Although he's tossed in a few torrid reggae classics on nearly every album he's recorded, there hasn't been an across-the-board, consistently great, wonderful sounding Jimmy Cliff album since his true breakthrough of 1972: his songs on the soundtrack to "The Harder They Come" and its immediate follow-up, the mighty and mournful "Struggling Man." There simply hasn't been the strength of empowered lyrical composition and dynamic melody to go along with his trademark angelic wail since that time.
That is, until "Rebirth."
Mirroring Mr. Cliff's longtime relationship with his producer, the late Leslie Kong, Tim Armstrong (of ska punk's Rancid) gives the aged-like-fine-wine Jamaican icon the sympathetic, roots-reggae sound that was part of Cliff's initial groundswell. The pair create a softly spiraling groove to back the pensive, troubled-world lyrics that made Mr. Cliff a universally concerned citizen. While "Children's Bread" and "One More" look for solutions with soul as their self-help aid, a loving take on Rancid's "Ruby Soho" and a torrid version of The Clash's slow-dub sensation "The Guns of Brixton" rocks Cliff's casbah and updates the track, applying it to contemporary troubles in the Middle East.
This is the first album in 30 years by the original lineup of the dB's -- Peter Holsapple, Chris Stamey, Gene Holder and Will Rigby. That's the foursome who in 1981 and '82 delivered the one-two punch of "Stands for Decibels" and "Repercussion." It was the jangle heard 'round the world, helping set the template for indie-pop.
"Falling off the Sky" proves to be a winsome return. Melodic pop songcraft again holds sway. The songs, meanwhile, retain a certain air of youthful earnestness while also reflecting the musicians' advancing age. They can be yearning ("Send Me Something Real") and wistful ("Far Away and Long Ago"), sweetly romantic ("Before We Were Born,") and poignant ("She Won't Drive in the Rain Anymore"). But a sharper edge also surfaces, as on the punchy, garage-rock-inflected opener, "That Time Is Gone." In that vein even drummer Rigby gets into the act -- his pointedly clever "Write Back" is his first composition to appear on a dB's album.
-- Nick Cristiano, The Philadelphia Inquirer
NEW THIS WEEK
Baroness, "Yellow & Green": With double album "Yellow & Green," Baroness finally surfaces from the suffocating Georgian sludge-swamps to sit amongst the upper echelon of progressive rock royalty. Baroness has outgrown its previous post-metal categorization. This double album may not connect with those unwilling to grow with Baroness, but for those willing to support a progressive band in its selfish exploration of its musical capabilities -- give "Yellow & Green" enough time to bear its soul to you. Sure, it comes with its imperfections, but it's such humanity that makes music so life affirming. (Dean Brown)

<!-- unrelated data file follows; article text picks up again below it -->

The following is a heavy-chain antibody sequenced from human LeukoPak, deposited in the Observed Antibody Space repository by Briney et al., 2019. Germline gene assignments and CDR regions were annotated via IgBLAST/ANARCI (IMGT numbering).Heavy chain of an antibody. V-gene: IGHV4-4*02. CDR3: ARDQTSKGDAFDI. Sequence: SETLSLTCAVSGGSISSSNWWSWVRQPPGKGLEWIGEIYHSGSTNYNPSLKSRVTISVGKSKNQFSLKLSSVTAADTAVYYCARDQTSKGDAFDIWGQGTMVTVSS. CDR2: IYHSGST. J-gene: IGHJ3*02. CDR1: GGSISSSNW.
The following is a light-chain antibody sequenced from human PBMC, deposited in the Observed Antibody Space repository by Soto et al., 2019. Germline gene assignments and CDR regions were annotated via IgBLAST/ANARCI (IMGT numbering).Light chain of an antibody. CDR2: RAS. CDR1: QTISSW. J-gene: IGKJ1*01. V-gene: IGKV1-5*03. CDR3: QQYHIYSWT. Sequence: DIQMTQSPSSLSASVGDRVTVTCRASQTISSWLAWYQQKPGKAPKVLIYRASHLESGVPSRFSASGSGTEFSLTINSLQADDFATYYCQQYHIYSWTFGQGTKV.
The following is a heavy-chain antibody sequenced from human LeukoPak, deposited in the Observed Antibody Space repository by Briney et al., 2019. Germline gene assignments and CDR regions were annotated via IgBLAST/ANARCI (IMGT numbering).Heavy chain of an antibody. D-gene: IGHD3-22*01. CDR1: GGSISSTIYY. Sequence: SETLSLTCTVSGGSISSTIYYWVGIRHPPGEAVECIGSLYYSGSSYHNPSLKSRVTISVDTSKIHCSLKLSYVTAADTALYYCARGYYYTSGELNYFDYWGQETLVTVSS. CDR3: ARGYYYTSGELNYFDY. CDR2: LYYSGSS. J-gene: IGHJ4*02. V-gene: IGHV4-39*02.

Nas, "Life Is Good": Nas tries to power through uneven production with fiery raps, but the sad truth is that the self-conscious way "Life Is Good" is put together undermines his energy and intention. For all the energy here that was sorely lacking on its predecessor, this album is still wildly inconsistent. This is unfortunate for basic reasons, namely that Nas is a rapper that's easy to root for, the kind of artist that both genuinely loves what he does. It's also sad because everything about "Life Is Good" suggests starting over, from the artwork that finds Nas holding his ex-wife Kelis' green dress to how much these songs take stock of the past, not to relive it but to move beyond it, on to the next thing. (Matthew Fiander)
Billy Joe Shaver, "Live at Billy Bob's Texas": To say Mr. Shaver's had a hard life is like calling the Pacific Ocean a large body of salt water. "Live at Billy Bob's" does a wonderful job of showcasing his charismatic stage presence and providing a run down of the man's best songs. The CD also comes packaged with a DVD of the show, but you don't need to see Mr. Shaver to feel his power. The man who invented the term "honky tonk hero" clearly is one. You can hear it in its voice. He may believe Texas is the closest thing to heaven, and America is the best country in the world, but he's not wrong about much. And as long as he's in the Lone Star state of the USA, he may be right. (Steven Horowitz)
Other notable releases this week: Citizen Cope, "One Lovely Day"; Fixx, "Beautiful Friction"; Missy Higgins, "The Ol' Razzle Dazzle"; Hot Panda, "Go Outside"; Icky Blossoms, "Icky Blossoms"; JEFF the Brotherhood, "Hypnotic Nights"; Kinky, "Sueno de la Machina"; Matisyahu, "Spark Seeker"; Old Crow Medicine Show, "Carry Me Back"; Smashing Pumpkins, "Pisces Iscariot" (Deluxe Edition); Soul Asylum, "Delayed Reaction."